I was sitting reading a book by a window in what we call our morning room when my peripheral vision informed me of activity in the upper right-hand corner of the window. Adjourning reading for the moment, I looked closely enough to see a little drama being enacted.
An unalert honey bee strayed from her appointed rounds (``her'' because worker bees are female) and found herself caught in a spider's web strung across the corner of the window. Perhaps she was remote kin to James Thurber's ``fairly intelligent fly'' who, you may recall, made the same in-flight mistake with flypaper. But there she was, thrashing about, both sets of wings humming, but gradually getting herself tied up tighter and tighter in the spider's web.
I could spot the resident black spider on patrol at the outer edge of the web licking his ``fangs'' at the prospective acquisition of honey bee.
Now, as a reader of both Ralph Waldo Emerson and William Wordsworth, I have been primed to believe that nature never shows a mean appearance. But when a snake swallows a field mouse or a black spider salivates (so to speak) over a snared bee, I have some reservations. So I decided to play the part of deus ex machina in the drama.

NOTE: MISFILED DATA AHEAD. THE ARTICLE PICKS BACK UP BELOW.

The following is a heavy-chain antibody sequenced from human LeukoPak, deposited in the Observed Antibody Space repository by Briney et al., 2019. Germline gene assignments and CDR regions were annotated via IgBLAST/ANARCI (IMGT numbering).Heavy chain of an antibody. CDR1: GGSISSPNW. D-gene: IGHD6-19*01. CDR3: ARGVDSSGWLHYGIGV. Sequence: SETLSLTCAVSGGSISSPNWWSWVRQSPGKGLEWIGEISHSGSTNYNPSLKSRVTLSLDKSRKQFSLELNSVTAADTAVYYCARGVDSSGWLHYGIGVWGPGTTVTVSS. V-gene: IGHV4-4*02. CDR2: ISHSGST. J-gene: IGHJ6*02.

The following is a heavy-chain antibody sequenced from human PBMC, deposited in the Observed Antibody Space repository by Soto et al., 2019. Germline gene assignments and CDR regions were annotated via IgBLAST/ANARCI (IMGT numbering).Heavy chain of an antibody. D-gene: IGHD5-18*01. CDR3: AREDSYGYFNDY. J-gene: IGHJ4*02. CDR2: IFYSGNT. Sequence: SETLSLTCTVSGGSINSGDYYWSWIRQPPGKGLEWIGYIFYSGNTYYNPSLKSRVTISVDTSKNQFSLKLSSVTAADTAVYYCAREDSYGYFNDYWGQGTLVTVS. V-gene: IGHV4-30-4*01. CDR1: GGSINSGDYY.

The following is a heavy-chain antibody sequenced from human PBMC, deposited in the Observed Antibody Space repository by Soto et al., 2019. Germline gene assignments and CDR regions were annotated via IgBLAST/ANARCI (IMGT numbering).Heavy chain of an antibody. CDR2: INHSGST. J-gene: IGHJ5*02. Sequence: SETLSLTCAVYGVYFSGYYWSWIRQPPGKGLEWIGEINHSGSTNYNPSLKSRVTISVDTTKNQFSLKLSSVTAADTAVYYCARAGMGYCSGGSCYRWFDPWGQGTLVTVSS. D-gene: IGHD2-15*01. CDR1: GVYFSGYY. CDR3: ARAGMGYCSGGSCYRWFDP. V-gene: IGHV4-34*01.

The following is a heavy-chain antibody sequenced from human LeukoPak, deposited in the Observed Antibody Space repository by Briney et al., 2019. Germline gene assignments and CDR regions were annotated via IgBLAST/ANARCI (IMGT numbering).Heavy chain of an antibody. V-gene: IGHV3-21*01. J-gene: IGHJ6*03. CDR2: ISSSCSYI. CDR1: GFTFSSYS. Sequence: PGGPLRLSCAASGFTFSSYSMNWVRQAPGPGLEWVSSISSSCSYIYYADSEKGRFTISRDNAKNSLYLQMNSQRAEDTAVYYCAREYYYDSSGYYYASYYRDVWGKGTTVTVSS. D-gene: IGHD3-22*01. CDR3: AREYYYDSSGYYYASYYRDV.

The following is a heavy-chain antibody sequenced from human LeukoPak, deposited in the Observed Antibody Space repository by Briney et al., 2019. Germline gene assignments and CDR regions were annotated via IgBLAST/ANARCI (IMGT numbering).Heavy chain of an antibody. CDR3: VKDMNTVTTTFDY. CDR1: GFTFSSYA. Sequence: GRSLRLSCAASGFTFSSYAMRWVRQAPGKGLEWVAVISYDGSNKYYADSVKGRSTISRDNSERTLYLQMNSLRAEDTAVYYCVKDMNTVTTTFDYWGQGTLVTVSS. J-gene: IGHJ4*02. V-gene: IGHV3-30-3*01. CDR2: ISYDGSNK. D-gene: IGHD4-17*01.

Out the morning-room door I went, picked up a small twig with which I could reach the bee, and lifted her and the entangling piece of web from the window. I placed both on the edge of the sundial in the adjacent garden. The bee continued to flutter her sets of wings furiously, but could not immediately free herself from the piece of web, which clung both to her and to the surface of the sundial.
In time, with dogged persistence, she managed to get all save one leg loose, but a last filament of web held her from freedom. She would launch out, only to be pulled back again and again by the tenacious elasticity of the strand. I confess that I completely forgot my errand of mercy in favor of an abstract fascination with the bee's repeated strains and defeats.
Suddenly, I felt a twinge of meanness and remembered my role in the little drama. I quickly put my thumbnail down on the vexing strand and gave the bee her freedom. Away she soared!
When I returned to my book, I could still see the black spider on the far edge of the window, ruefully (as I fancied) contemplating the lost meal. As for myself, I wryly speculated that in saving the bee, if not in cheating the spider, I may have vindicated the views of both Emerson and Wordsworth.